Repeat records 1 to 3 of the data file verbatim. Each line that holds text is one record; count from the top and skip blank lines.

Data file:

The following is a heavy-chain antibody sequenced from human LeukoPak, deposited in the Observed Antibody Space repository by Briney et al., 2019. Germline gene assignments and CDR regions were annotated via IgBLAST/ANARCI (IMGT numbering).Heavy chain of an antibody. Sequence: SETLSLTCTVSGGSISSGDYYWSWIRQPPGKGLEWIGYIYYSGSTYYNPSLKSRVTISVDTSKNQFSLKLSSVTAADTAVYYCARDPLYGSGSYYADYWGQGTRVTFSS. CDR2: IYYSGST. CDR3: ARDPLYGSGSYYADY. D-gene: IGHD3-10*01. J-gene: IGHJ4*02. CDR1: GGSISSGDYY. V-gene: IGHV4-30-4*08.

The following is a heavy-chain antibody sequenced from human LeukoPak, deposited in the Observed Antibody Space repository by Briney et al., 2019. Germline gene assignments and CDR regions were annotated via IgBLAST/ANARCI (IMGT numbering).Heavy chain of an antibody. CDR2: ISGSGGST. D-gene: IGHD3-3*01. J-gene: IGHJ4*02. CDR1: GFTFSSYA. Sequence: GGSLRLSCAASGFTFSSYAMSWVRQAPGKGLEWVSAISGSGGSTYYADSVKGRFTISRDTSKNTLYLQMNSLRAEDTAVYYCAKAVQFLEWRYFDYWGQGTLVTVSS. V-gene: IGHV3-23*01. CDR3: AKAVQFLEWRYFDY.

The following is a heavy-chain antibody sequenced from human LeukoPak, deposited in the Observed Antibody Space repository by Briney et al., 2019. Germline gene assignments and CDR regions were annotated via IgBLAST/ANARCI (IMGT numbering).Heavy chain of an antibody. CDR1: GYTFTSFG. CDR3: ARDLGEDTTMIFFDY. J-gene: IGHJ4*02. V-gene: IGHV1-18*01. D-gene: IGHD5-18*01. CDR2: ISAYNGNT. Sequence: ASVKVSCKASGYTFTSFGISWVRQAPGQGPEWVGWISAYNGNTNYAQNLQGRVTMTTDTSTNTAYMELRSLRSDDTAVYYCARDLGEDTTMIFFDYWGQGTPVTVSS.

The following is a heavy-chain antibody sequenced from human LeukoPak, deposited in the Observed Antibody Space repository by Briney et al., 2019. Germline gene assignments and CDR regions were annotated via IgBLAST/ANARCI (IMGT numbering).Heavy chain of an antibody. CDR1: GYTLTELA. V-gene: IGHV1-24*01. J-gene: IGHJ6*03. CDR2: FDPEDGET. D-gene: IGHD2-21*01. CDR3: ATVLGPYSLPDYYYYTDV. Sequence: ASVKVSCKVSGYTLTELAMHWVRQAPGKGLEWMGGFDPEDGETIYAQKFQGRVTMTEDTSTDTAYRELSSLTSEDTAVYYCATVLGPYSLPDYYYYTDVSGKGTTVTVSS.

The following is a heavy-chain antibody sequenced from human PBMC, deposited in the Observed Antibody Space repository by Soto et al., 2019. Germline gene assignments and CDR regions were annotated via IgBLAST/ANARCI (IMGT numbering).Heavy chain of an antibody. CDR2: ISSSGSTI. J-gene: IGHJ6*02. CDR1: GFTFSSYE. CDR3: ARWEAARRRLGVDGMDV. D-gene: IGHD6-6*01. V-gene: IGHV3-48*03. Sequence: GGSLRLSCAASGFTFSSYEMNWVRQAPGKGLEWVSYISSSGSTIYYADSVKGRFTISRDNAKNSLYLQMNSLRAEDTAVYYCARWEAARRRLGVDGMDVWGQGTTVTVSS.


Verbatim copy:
The following is a heavy-chain antibody sequenced from human LeukoPak, deposited in the Observed Antibody Space repository by Briney et al., 2019. Germline gene assignments and CDR regions were annotated via IgBLAST/ANARCI (IMGT numbering).Heavy chain of an antibody. Sequence: SETLSLTCTVSGGSISSGDYYWSWIRQPPGKGLEWIGYIYYSGSTYYNPSLKSRVTISVDTSKNQFSLKLSSVTAADTAVYYCARDPLYGSGSYYADYWGQGTRVTFSS. CDR2: IYYSGST. CDR3: ARDPLYGSGSYYADY. D-gene: IGHD3-10*01. J-gene: IGHJ4*02. CDR1: GGSISSGDYY. V-gene: IGHV4-30-4*08.

The following is a heavy-chain antibody sequenced from human LeukoPak, deposited in the Observed Antibody Space repository by Briney et al., 2019. Germline gene assignments and CDR regions were annotated via IgBLAST/ANARCI (IMGT numbering).Heavy chain of an antibody. CDR2: ISGSGGST. D-gene: IGHD3-3*01. J-gene: IGHJ4*02. CDR1: GFTFSSYA. Sequence: GGSLRLSCAASGFTFSSYAMSWVRQAPGKGLEWVSAISGSGGSTYYADSVKGRFTISRDTSKNTLYLQMNSLRAEDTAVYYCAKAVQFLEWRYFDYWGQGTLVTVSS. V-gene: IGHV3-23*01. CDR3: AKAVQFLEWRYFDY.

The following is a heavy-chain antibody sequenced from human LeukoPak, deposited in the Observed Antibody Space repository by Briney et al., 2019. Germline gene assignments and CDR regions were annotated via IgBLAST/ANARCI (IMGT numbering).Heavy chain of an antibody. CDR1: GYTFTSFG. CDR3: ARDLGEDTTMIFFDY. J-gene: IGHJ4*02. V-gene: IGHV1-18*01. D-gene: IGHD5-18*01. CDR2: ISAYNGNT. Sequence: ASVKVSCKASGYTFTSFGISWVRQAPGQGPEWVGWISAYNGNTNYAQNLQGRVTMTTDTSTNTAYMELRSLRSDDTAVYYCARDLGEDTTMIFFDYWGQGTPVTVSS.